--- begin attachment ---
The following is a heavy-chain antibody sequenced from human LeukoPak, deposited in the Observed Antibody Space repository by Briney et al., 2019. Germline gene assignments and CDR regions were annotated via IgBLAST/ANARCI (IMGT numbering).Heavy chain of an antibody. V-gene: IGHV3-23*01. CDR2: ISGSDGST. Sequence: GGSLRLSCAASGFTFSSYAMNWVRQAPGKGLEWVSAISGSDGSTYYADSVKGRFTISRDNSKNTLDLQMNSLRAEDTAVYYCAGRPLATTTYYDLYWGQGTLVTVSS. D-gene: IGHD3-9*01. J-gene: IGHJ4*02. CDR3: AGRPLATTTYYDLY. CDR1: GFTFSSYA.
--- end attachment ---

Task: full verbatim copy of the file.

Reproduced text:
The following is a heavy-chain antibody sequenced from human LeukoPak, deposited in the Observed Antibody Space repository by Briney et al., 2019. Germline gene assignments and CDR regions were annotated via IgBLAST/ANARCI (IMGT numbering).Heavy chain of an antibody. V-gene: IGHV3-23*01. CDR2: ISGSDGST. Sequence: GGSLRLSCAASGFTFSSYAMNWVRQAPGKGLEWVSAISGSDGSTYYADSVKGRFTISRDNSKNTLDLQMNSLRAEDTAVYYCAGRPLATTTYYDLYWGQGTLVTVSS. D-gene: IGHD3-9*01. J-gene: IGHJ4*02. CDR3: AGRPLATTTYYDLY. CDR1: GFTFSSYA.